• Low share price – Many laggard stocks tend to have a low share price. That’s because, in most cases, their share prices have been dropping.
  • Low PE ratio – The companies have a lower price-to-earnings, price-to-sales, and price-to-free cash flow ratios. That’s because investors are not ready to pay a premium for their shares.
  • Underperform – In the past few years, lagging stocks have underperformed their better-performing companies.
  • Less volatile – These firms tend to be less volatile than their better-performing rivals.

How to day trade lagging stocks

In general, there is no major difference between day trading market leaders and lagging stocks. Therefore, here is what we prefer that you do as a day trader.

Extended & Premarket Hours

First, start your day looking at the extended hours or premarket hours. These are periods where you are able to see how stocks are performing before the market opens.

Ideally, you want to identify companies that are either rising or falling sharply in this period. You can use platforms like Market Chameleon and Investing.com to find this information and identify some of these companies.

Why are stocks moving up/down?

Second, read more about the premarket action. In this, try and find reasons why a company’s shares are moving up or down. You can find this information by just Googling.

In most cases, companies are either rising or falling because of news like earnings, management changes and an analyst upgrade or downgrade.

Identify support and resistance levels

Third, with this knowledge, use your charting provider to identify the key areas of support and resistance. Support is a floor where a stock struggles to move below while resistance is a ceiling where they struggle to move above.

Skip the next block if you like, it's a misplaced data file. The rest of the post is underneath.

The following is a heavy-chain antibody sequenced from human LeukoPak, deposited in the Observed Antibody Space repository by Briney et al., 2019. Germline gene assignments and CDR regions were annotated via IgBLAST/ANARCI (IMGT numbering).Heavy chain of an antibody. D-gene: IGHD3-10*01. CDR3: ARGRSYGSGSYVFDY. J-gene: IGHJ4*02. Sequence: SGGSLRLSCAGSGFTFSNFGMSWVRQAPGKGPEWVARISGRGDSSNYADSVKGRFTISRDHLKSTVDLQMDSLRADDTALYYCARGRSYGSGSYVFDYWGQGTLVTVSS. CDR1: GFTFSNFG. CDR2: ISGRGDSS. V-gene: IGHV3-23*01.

We recommend that you draw these levels using a multi-time frame format. This is where you start from the daily chart, 12-hour chart, 6-hour chart, and down to a 5-minute chart. Drawing these levels will help you identify the key levels to watch.

Use pending orders

Fourth, a good approach is to use pending orders. This is where you direct your broker to open a trade when the price reaches a key level. In a buy stop, the broker will buy the stock above the price in a sell-stop, it will short the stock below the current price. In a buy limit, a buy order will be filled below the price while in a sell-limit order, it will be filled above the price.

Stop Loss (or take-profit)

Finally, you should always ensure that you have a stop loss and a a take-profit for all orders you initiate. Therefore, as you can see, there is no difference between trading lagging or strong stocks.

Final thoughts

As a day trader, you can make money by focusing on all types of stocks. Some traders have made a fortune focusing only on fast-growing stocks while others make money by focusing on laggards. However, if you are a long-term investor, buying and holding laggards has proven to be a relatively poor strategy.

External useful Resources

  • Leader or Laggard | Stock News & Stock Market Analysis – Investors.com